The Good: Good power, bargain pricing, nice handling for a practical car
The Bad: Cramped rear seats, pricey with a lot of options, touchy brakes
The Bottom Line: Likely to outshine Nissan’s other sedans for quite some time
Nissan's Altima is a nifty midsize sedan that has managed to grow significantly better with age. With 15 years and four major revisions on the clock, you would think the Altima—the company's biggest seller—might have gotten stuck in a rut. But no, the new-for-2007 Altima is the best implementation yet, a fun-to-drive technological bombshell that doesn't eschew practicality.
Nissan (NSANY) couldn't much afford to get the new Altima wrong. The turnaround at a company that was $20 billion in the hole in 1999, when Carlos Ghosn took the reigns, stumbled for the first time last year. Sales in the U.S., which supplies the company with 60% of its operating profit, slumped. Sales of cars were off by 3% and trucks dipped by 7% throughout the year, according to Automotive News.
The new Altima, which competes with such midweight heavies as the Toyota (TM) Camry and Honda (HMC) Accord, has, however, been so far well received. In January, the company sold a whopping 24,394 Altimas—a strong showing for the traditionally weak month. If excitement for the new model is sustained over the next 10 months, it could be a record-setting year for the Altima.
Part of the Altima's charm (and much of the reason for its success over the years) is its abundant affordability. At $19,800, it's nestled in the sweet spot of pricing for midsize sedans, though models from Ford (F), Toyota, and Mazda are slightly less expensive. I tested a basic model to see exactly what 20 grand gets you from the third-largest Japanese brand.
On top of the base price, my Altima, the 2.5 S edition, came with a $1,050 convenience package with power seats, steering wheel controls, and a host of other techno goodies; $170 floor mats; and $300 antilock brakes. With a $615 destination charge, the total comes to $21,935—not bad.
Behind the Wheel
Much has been made of the powerful 3.5-liter, 270-horsepower V6 engine that's an option on the Altima. But I was surprised by how well the basic 2.5-liter, four-cylinder performed. Its 175 horses may pale somewhat in comparison to its larger brother, but they have no problem pushing the car around convincingly, and gas mileage is of course improved. What's more, most competing four-cylinders only pack between 150 and 160 horses.
The company has carved out a niche for itself as a purveyor of cars that meet the basic quality and durability requirements of most import buyers but also manage to inject some exciting driving dynamics into the equation. The Altima continues to deliver—all while returning great fuel numbers between 26 and 35 miles per gallon. In mixed driving, I earned 28 mpg.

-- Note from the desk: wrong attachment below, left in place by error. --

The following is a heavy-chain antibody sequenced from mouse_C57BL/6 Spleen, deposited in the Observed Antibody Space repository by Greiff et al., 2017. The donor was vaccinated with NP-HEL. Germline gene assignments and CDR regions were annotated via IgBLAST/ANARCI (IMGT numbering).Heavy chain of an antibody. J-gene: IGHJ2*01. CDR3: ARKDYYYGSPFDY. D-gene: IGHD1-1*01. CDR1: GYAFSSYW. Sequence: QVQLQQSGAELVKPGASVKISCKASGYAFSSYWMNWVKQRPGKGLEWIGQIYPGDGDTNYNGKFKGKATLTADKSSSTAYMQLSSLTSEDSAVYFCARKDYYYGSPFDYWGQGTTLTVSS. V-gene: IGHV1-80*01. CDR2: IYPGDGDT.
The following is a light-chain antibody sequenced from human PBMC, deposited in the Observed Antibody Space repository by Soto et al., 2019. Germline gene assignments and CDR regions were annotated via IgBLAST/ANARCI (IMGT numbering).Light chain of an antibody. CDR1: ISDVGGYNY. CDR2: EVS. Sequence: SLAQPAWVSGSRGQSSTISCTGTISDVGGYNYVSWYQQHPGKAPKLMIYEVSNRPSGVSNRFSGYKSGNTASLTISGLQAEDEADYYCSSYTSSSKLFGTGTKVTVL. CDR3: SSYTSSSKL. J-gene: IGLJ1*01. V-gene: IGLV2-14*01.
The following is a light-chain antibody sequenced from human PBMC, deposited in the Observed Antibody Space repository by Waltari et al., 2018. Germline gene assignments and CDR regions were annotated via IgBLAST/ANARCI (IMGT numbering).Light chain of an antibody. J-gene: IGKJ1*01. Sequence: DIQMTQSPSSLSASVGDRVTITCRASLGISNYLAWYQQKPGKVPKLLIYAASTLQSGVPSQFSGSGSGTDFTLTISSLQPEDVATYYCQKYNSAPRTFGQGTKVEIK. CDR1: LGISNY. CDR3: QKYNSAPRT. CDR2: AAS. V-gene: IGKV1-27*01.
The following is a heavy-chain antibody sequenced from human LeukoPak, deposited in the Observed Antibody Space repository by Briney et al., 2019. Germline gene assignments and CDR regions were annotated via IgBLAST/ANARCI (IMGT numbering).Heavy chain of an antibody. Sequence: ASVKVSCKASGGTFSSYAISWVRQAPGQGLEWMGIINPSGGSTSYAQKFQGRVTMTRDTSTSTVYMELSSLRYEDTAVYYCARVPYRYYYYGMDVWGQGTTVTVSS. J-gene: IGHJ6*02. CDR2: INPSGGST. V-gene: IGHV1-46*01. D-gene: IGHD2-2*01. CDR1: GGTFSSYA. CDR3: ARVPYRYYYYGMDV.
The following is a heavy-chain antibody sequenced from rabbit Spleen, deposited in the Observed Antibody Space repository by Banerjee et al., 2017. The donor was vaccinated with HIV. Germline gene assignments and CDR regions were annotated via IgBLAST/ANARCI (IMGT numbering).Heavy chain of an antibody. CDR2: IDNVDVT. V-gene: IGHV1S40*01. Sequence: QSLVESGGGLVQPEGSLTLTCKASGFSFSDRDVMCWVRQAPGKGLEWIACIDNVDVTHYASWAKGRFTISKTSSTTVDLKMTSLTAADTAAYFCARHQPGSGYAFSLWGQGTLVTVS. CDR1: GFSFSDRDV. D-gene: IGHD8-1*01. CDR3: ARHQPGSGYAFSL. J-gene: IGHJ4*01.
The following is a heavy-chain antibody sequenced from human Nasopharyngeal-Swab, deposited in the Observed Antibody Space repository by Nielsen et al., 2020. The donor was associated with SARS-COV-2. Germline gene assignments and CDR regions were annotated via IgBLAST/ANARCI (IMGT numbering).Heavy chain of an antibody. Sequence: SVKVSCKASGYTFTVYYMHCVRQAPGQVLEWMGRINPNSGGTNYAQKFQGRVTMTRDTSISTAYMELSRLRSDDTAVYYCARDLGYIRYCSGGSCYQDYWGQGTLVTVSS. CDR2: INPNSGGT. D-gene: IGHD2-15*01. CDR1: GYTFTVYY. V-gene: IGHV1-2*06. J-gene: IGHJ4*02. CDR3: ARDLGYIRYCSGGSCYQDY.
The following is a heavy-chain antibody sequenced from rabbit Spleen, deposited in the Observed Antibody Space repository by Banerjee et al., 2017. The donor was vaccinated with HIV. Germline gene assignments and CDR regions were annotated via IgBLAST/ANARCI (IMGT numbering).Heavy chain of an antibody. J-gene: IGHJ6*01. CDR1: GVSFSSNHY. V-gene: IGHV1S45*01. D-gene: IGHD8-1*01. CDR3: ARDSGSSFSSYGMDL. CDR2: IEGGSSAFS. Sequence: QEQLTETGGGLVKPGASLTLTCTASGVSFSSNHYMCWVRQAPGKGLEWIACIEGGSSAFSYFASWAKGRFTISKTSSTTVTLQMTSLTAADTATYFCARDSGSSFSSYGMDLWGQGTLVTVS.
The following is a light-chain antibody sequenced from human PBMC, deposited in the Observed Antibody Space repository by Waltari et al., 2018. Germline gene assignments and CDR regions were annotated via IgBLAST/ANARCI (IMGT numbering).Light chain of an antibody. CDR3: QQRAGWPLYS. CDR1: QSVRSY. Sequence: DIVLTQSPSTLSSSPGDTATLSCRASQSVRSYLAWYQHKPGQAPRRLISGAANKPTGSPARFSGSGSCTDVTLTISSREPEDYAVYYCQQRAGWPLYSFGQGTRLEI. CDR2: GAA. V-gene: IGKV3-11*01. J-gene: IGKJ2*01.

The manual version of the vehicle comes with a sporty six-speed transmission. Steering is nimble and acceleration very good with the four and outright great with the six. The torque steer that plagued past Nissans was, in my tests, undetectable. My only caveat is that the brakes felt a bit touchy to me, on or off rather than progressive.
I'm no great fan of the Altima's styling. The car's T-shaped front grille has some gravitas to it, and the jewel-like headlamps look particularly pricey for a car in this class. But all in all, it seems like designers feared being too bold, not wanting to mess with a working formula. That said, the body creases look great and the flattened wheel-well arches give the car an expensive look.
Inside, the story gets better. The sporty theme is profitably blended with a tech-y one. Dials and buttons glow in a racy orange, and the cabin is swathed in techno-looking plastics that actually feel good to the touch. You almost get the sense that interior designers studied the cabins of much-higher-end Audis when putting this together.
The Altima is the only car in its class to feature a push-button start, which is in vogue in much more expensive luxury vehicles. Yes, it's a gimmick, but one that's only likely to further endear Nissan diehards to the model and the brand. The stereo system, meanwhile, is iPod- and MP3-player compatible, and Bluetooth is optional.
My one major beef with the interior are the seats. The rear seats are cramped thanks to a dearth of legroom and the sloping rear window, which is sexy from the outside but not so hot from the inside. Worse yet, the cloth seats have a vintage 1980s feel to them, like plush carpet. It's not so impressive. This is, however, a very minor quibble, and the optional leather seats are gorgeous.
But It or Bag It
In my opinion, the Altima plays strongest right around the $20,000 mark, without too many options. At that price, it's easy to feel like you're getting a lot of mileage out of relatively few dollars. The car is fun to take around, and even the bare-bones models don't feel, well, very bare-bones. But a tricked-out model can easily reach into the $30,000 range. And though the car is undoubtedly fun to drive, it's no more fun than an entry-level BMW or, for that matter, Infiniti.
The results of comparing the Altima to its import competition will likely boil down to personal tastes. I find Nissan's styling more compelling than Honda's or Ford's but less so than Mazda's or Toyota's. Performance-oriented drivers looking for a modicum of fun—even if the constraints of frugality, fuel economy, or family rule the purchasing decision—will naturally gravitate toward the model.
Nissan's tagline for the new Altima—"Yup, it's that good"—is somewhat flat for my tastes. The car handles so well that the company has the right to shout "fun" from the rooftops. But at least the line is factually correct. All in all, I'd say: "Yup, basically, it's pretty darn good."
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